• 4 The Truth Is Still Out There: The X-Files and 9/11
      (pp. 75-96)
      Paul A. Cantor

      From the beginning it was very difficult to separate the significance of the events of 9/11 from the significance of the media representation of them. The impact of what happened that day was bound up with the fact that it largely took place on live television, with the whole world watching. The terrorists who planned the attack no doubt were counting on media coverage to magnify its impact and thus to achieve their sinister purposes. With the media rushing to cover such a shocking event, their commentary quickly turned into meta-commentary, as they began to discuss not just the event...

  7. Part 2. Popular Culture and Oppositional Narratives

    • 5 Unpacking the House: Images of Heroism against the Regulatory State
      (pp. 99-110)
      Sara R. Jordan and Phillip W. Gray

      Gregory House, M.D., is not the type of doctor most people would want to meet. He is rude, condescending, and curmudgeonly—not the type of man anyone would want for a colleague, either. His general view of humanity is straightforward—“everyone lies”—and his favorite term for others is “moron.” Yet this unattractive central character of the popular television showHouse, M.D.attracts millions of viewers. Whether viewers tune in toHouseweekly, record it via DVR, or purchase the series on DVD, the show appears to have a dedicated viewer population.¹ In this chapter we attempt to ascertain what...

    • 6 “I Learned Prison Is a Bad Place to Be”: 25th Hour and Reimagining Incarceration
      (pp. 111-124)
      Peter Caster

      Midway through Spike Lee’s25th Hour(2002), the story of a man’s final day before beginning a lengthy prison sentence for drug trafficking, main character Monty Brogan (Edward Norton) offers an extended monologue to a bathroom mirror. It is a profanity-laced litany of abuse heaped on every racial, ethnic, and identity group in New York before Brogan concludes that his real anger is directed at himself: “You had it all and you threw it away.” The film tracks the dialogue with extradiagetic images of the “Bensonhurst Italians,” “Korean grocers,” and “uptown brothers” Brogan derides. One line in the rant directed...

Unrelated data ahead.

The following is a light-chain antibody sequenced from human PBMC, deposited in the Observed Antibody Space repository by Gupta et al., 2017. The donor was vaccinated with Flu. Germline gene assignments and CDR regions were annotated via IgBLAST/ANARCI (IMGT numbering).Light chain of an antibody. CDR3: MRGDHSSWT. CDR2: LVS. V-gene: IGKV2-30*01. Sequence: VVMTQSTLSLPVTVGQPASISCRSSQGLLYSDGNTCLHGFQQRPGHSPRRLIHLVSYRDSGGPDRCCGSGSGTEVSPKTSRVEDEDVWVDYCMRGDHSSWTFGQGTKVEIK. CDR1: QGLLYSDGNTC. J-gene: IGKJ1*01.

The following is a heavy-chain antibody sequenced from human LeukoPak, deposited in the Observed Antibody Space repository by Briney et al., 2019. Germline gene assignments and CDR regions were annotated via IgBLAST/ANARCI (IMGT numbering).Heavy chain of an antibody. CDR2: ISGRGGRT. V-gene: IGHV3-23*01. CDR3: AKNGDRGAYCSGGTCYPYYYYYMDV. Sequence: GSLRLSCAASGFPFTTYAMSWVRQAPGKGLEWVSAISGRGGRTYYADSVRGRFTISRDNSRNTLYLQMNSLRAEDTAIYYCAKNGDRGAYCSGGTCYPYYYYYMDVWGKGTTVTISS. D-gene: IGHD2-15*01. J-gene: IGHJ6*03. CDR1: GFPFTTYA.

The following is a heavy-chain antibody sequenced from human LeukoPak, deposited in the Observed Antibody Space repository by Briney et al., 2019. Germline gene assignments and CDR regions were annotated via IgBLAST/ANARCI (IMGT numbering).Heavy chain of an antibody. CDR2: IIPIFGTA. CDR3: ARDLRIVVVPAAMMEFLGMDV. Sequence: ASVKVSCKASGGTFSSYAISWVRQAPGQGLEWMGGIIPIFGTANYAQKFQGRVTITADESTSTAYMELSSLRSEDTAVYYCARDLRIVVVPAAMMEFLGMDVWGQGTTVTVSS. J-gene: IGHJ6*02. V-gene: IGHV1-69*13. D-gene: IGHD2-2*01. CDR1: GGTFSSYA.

• 7 Riveted to Rosie: O’Donnell’s Queer Politics and Controversial Antics on ABC’s The View
      (pp. 125-140)
      Katherine Lehman

      Rosie O’Donnell made a splash at Sundance in 2006 as the star of the documentaryAll Aboard! Rosie’s Family Cruise.The film features the versatile comedian in a range of roles—from campy stage performer to gracious host to nurturer of her own brood—aboard the inaugural voyage of R Family Vacations, the gay-friendly travel company O’Donnell co-owns with spouse Kelli Carpenter. The same-sex couples captured by the camera seemed more comfortable cuddling babies and swapping wedding vows than sparking political upheaval. O’Donnell, too, chose her battles carefully, speaking about adoption by same-sex couples to a supportive crowd in Key...

    • 8 “Gabbin’ about God”: Religion, Secularity, and Satire on The Simpsons
      (pp. 141-166)
      Matthew Henry

      Religion is undoubtedly a prominent element ofThe Simpsons,and the highly contentious issues related to it are featured in episodes on a regular basis, either centrally or tangentially. Not surprisingly, no topic onThe Simpsonshas garnered more written commentary than religion, and the ensuing discussions have led to some of the most diverse interpretations of the show among fans and scholars alike.¹ This raises some important questions about howThe Simpsonsengages the ongoing tension between religious and secular forces in the United States. DoesThe Simpsonsoperate from a theological or a philosophical position? Does it promote...

    • 9 It Came from Planet Earth: Eco-Horror and the Politics of Postenvironmentalism in The Happening
      (pp. 167-188)
      Joseph J. Foy

      Ecologically based horror films, or “eco-horror,” are fright flicks in which nature turns against humankind due to environmental degradation, pollution, encroachment, nuclear disaster, or a host of other reasons. As a genre, eco-horror attempts to raise mass consciousness about the very real threats that will face humanity if we are not more environmentally cautious. The popularity of ecologically based documentaries such asAn Inconvenient Truth, The 11th Hour,andFlowhave helped spark a cinematic revival of apocalyptic tales of nature turning on humanity that were popular in the 1950s and 1970s.

      Larry Fessenden, producer and director of many independent...

  8. Part 3. Popular Culture and the Dynamics of Dissent and Social Change

    • 10 Raising the Red Flag: Culture, Labor, and the Left, 1880–1920
      (pp. 191-202)
      Jeffrey A. Johnson